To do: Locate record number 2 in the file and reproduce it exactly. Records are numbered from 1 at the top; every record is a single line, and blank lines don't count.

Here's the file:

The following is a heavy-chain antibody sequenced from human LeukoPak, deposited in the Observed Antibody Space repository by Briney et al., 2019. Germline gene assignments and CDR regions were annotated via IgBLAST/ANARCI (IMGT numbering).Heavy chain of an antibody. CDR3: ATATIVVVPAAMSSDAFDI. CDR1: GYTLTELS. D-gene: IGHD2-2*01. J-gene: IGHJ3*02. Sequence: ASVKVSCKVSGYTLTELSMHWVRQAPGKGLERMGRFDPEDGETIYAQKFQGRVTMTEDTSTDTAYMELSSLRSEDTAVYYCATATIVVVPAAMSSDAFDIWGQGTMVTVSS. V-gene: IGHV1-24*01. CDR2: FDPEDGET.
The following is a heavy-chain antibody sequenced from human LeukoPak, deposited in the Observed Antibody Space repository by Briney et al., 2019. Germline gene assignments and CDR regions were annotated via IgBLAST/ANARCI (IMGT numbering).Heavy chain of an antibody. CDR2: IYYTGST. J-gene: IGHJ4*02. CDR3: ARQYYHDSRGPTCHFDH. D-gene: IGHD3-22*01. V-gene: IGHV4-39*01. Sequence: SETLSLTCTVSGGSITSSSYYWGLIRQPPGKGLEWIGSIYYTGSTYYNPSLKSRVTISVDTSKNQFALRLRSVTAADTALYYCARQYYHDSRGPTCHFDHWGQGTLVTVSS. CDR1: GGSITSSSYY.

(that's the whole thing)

The following is a heavy-chain antibody sequenced from human LeukoPak, deposited in the Observed Antibody Space repository by Briney et al., 2019. Germline gene assignments and CDR regions were annotated via IgBLAST/ANARCI (IMGT numbering).Heavy chain of an antibody. CDR2: IYYTGST. J-gene: IGHJ4*02. CDR3: ARQYYHDSRGPTCHFDH. D-gene: IGHD3-22*01. V-gene: IGHV4-39*01. Sequence: SETLSLTCTVSGGSITSSSYYWGLIRQPPGKGLEWIGSIYYTGSTYYNPSLKSRVTISVDTSKNQFALRLRSVTAADTALYYCARQYYHDSRGPTCHFDHWGQGTLVTVSS. CDR1: GGSITSSSYY.